We had been talking about doing a new Bats album for 2 or 3 years before actually doing it. Everything takes ages now of course because of everyone’s jobs and children. Bob came up from Dunedin for the main session at the national grid (which is John Kelcher’s 8 track studio in Cashel Street) over Easter 2003, the view was across to all the mannequins in Ballantyne’s lingerie department but the people/mall action down below was quite entertaining.
– Kaye Woodward
Although the studio experience with John Kelcher was a friendly and natural one, with an opportunity to jam and flesh out ideas, Bob described a handful of the new tunes as ‘complex’ to write, which combined with an unfortunate incident only compelled the delay in the albums development:
After that session Paul got busy over the winter digitizing, loading and eq’ing the tracks at home; but in August our computer (and a whole lot of other stuff) got stolen. We had to go back and re-digitize the 8 track, but were too busy and couldn’t really get into it until after summer. We did a final over dub/mixing session at home with Bob in Oct 2004. More mixing, the artwork and mastering was done and labels pinned down over the next 6 months, then we did preparation building up to a New Zealand and U.S. Release in October 2005.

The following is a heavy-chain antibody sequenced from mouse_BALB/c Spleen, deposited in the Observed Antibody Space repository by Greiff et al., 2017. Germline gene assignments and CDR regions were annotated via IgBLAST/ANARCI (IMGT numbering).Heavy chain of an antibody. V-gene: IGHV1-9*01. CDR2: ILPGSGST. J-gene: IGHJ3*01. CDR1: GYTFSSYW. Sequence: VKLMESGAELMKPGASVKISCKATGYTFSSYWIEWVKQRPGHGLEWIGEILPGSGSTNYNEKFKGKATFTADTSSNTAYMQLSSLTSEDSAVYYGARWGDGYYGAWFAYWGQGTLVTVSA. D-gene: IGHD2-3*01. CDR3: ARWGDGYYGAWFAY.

– Kaye Woodward
Eventually the album was released in late 2005, with critical acclaim spreading across from the States, along with reports of brilliant college radio support – after a matter of weeks CMJ (a chain of radio stations across the USA) had reported ‘At The National Grid’ as one of the top ‘adds’ across the country – rising up the charts in nearly all of CMJ’s 200 stations. The group plan to bolster this support by playing the famed South By South-West festival in Austin Texas, then a quick tour around the main centers.
The plan is to go for 2 weeks and try and play to as many people as possible and give the album a boost. We are doing some in-stores too and they are great for getting through to people. The album seems to be going really well so doing these shows should help a lot. It will be interesting to see the mix of old and new fans. Emails have proved to be a great way of keeping in touch with and making contact with new fans.
– Bob Scott
With an impending European and UK release through Little Teddy and Egg Records, the group are looking forward to a successful 2006, though they’ve got a relaxed approach to touring these days after their previous overseas experiences:
We could have perpetuated our career overseas by touring a lot more and our labels would have liked that but I hated the tour bus style touring we did in Europe and the US In 93. Up till then we had always driven in vans or flown and stayed in hotels or with friends. We did some dates with Radiohead on that 93 tour, they were a big successful band but even they were traveling round in tour buses so I thought that if success meant spending months every year in a tour bus I didn’t really fancy it.
– Kaye Woodward